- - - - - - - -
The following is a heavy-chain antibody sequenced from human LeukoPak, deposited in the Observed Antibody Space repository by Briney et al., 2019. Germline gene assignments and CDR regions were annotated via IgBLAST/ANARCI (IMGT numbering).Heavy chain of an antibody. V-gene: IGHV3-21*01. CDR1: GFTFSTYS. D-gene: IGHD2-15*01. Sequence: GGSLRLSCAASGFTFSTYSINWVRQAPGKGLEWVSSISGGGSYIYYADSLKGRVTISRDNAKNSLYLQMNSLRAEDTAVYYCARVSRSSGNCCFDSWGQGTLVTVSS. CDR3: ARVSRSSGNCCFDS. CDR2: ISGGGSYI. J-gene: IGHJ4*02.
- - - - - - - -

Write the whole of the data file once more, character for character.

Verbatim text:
The following is a heavy-chain antibody sequenced from human LeukoPak, deposited in the Observed Antibody Space repository by Briney et al., 2019. Germline gene assignments and CDR regions were annotated via IgBLAST/ANARCI (IMGT numbering).Heavy chain of an antibody. V-gene: IGHV3-21*01. CDR1: GFTFSTYS. D-gene: IGHD2-15*01. Sequence: GGSLRLSCAASGFTFSTYSINWVRQAPGKGLEWVSSISGGGSYIYYADSLKGRVTISRDNAKNSLYLQMNSLRAEDTAVYYCARVSRSSGNCCFDSWGQGTLVTVSS. CDR3: ARVSRSSGNCCFDS. CDR2: ISGGGSYI. J-gene: IGHJ4*02.